Husqvarna FE501S & FE350S

Discussion in 'Thumpers' started by trailrider383, Sep 11, 2014.

  1. OneManWolfPack

    OneManWolfPack Been here awhile

    Joined:
    May 21, 2018
    Oddometer:
    747
    Location:
    Calgary
    Perhaps air forks will be the way to go in the future. It is a tough ask of a suspension to be nice and compliant when on a day ride lightly loaded and then load it up with 30lbs of overnight gear and also expect it to handle it..
    Bitingdog likes this.
  2. Fast1

    Fast1 Twisted Throttle

    Joined:
    Aug 18, 2007
    Oddometer:
    5,472
    Location:
    Bridge over Troubled Water

    I used the Red Line like water product in my TE630 Marzocchi forks almost 10 years ago based on that chart. It did make a difference mated to more air gap. I could get to the point of bottoming the forks in large sand whoops at speed along with noticably softer dampening for my ride style/weight.

    That chart must be older than that even. Has it been updated in the last 8 years with the current fork oils on the market?

    A bit more from the same man, Peter Verdone, that instigated my viscosity fork oil changes and volume back in 2011.

    The most difficult part of understanding oil height tuning is that it controls the air spring inside the fork and as such it needs to be tuned with respect to changing load, not fork motion. For example, under very hard braking, almost 100% of the weight of the bike will be held up by the front end. The fork compresses under this increased load, seeking equilibrium. Because of the reduced air volume in the fork, the air must compress, making the rate of this air spring increase at some exponential. By adjusting the oil height, the exact amount of rate can be made available to soak up bumps while under very hard braking. If the fork is bottoming under hard braking, the oil height will need to be raised. If the fork is not still soaking up bumps in this situation, oil height will need to be lowered. If the fork is bottoming from square edged bumps, while not under braking, the shims at the back of the stack should be changed.

    upload_2021-5-27_19-49-14.png

    Oil height is the final adjustment to make in the general tuning of the front suspension. In general, a racer will want the suspension to just bottom at least once on a given rough course, this ensures that full travel is being used. Street riders will keep a few millimeters on preserve for huge potholes and the unknown.

    Increments should be no more than 2-3mm at a time. Oil can be added to the fork while it is in place on the bike just by removing the top caps. Since the height cannot be measured when the fork is on the bike, note the starting height and add by cc's. The volume of cc's can be approximated to mm of oil height by mm=cc/(Pi*r^2) when r is the radius of the inside of the fork tube. Next time the fork is of the bike, re-measure the oil height. This is the new oil height.

    Whenever possible, know what volume of oil you are running in your fork to achive the desired height. By draining oil out the bottom of the fork via the slow speed compression adjuster and refilling through the cap, you can oil tune very rapidly compared to a full fork dissassembly. For the racer, this is a MUST. If this oil tuning is being done for reasons other than temperature change, you may have to decrease the height when using a thicker oil and vis-a-vis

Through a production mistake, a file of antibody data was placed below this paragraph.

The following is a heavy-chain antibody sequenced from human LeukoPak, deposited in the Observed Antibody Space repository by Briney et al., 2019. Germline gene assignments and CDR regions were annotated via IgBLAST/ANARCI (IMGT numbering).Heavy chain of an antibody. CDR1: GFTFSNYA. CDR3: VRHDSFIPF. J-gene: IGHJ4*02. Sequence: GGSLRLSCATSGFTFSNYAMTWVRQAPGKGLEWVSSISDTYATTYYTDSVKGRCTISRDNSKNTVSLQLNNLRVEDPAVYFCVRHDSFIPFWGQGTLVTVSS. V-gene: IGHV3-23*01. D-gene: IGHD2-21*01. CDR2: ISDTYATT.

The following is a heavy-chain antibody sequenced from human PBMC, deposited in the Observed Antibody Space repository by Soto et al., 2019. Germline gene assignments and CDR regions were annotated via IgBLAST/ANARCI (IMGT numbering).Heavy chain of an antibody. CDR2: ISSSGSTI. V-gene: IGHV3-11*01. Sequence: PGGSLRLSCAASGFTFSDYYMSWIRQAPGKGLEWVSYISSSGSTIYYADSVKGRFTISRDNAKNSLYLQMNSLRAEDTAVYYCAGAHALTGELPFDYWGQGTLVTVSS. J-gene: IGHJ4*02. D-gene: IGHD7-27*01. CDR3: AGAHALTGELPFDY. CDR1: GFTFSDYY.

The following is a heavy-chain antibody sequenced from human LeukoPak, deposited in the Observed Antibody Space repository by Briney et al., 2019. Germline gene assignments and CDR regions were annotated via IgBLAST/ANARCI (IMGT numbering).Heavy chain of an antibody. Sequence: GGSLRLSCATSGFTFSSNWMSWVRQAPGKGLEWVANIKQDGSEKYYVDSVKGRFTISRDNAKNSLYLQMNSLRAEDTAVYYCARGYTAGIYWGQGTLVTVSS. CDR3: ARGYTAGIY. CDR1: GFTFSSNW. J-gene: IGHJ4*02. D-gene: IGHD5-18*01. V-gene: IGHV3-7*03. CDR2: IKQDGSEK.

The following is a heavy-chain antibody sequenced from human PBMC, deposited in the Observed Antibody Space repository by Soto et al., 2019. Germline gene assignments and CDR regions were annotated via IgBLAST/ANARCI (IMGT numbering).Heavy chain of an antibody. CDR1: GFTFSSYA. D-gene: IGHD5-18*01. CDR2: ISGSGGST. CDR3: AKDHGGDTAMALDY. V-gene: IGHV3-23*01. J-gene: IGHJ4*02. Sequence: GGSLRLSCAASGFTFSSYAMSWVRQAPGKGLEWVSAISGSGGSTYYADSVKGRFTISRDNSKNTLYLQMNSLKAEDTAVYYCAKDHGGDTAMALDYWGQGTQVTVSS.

The reason for first setting the oil height to the minimum allowable height will sound odd to many at first glance. The oil height of a fork effectively controls a progressive air spring inside the fork. The less air inside the fork (ie. more oil), the quicker the air spring will ramp up it's effectiveness and the more powerful it will be at the last part of the travel. Stock oil heights are established to ensure that an under sprung fork will never bottom even under the hardest conditions and the heaviest loads. When performance tuning, we know exactly who is going to be on the bike and the conditions that it will be used. Oil height tunes how the bike is sprung during hard, prolonged brakeing. Ususally, the springs in the fork are changed when setting the bike up, so the oil height needs to be changed as well. We do not want a bogus oil height to effect the spring and damper tuning. In the last step in the general tuning of the fork, oil height will be raised, to support the bike under hard braking, only if necessary.

    To establish the minimum oil height the goal is to ensure that the fork will have, at all times, the proper amount of lubrication and fluid available for all of it's components. Theoretically, on RSU (right side up) or USD (up side down) forks, oil needs to rise above the top of the damper a distance equal to the length of the top out spring, while the fork, spring, and damper are at full extension. Once the oil is at this point, collapse the fork and damper and measure the oil height in the traditional manner. This is our theoretical minimum oil height that cannot be passed. The difficulty is getting the height to the correct range.

    For track use, ride the bike at a moderate speed and grab enough front brake so that the rear wheel is just coming off the ground. You are not trying to do a nose wheelie, just stopping as quickly as possible using just the front brake. A bit of compression damping is good for this since you do not want the fork flying too far past equalibrium. You should not bottom, but uses up just about all of your fork travel. The oil lock piece should be removed. Add oil to prevent bottoming, remove oil for more travel.
    Bitingdog likes this.
  3. Fast1

    Fast1 Twisted Throttle

    Joined:
    Aug 18, 2007
    Oddometer:
    5,472
    Location:
    Bridge over Troubled Water
    More for those that want to read about dampening and oil viscosities by Peter Verdone

    https://www.peterverdone.com/archive/damping.htm

    Lower viscosity oils increase the proportion and higher viscosity oils decrease the proportion of the velocity scale (Q). In other words, oil viscosity effects every part of the damping curve. Oil is very, very, very important.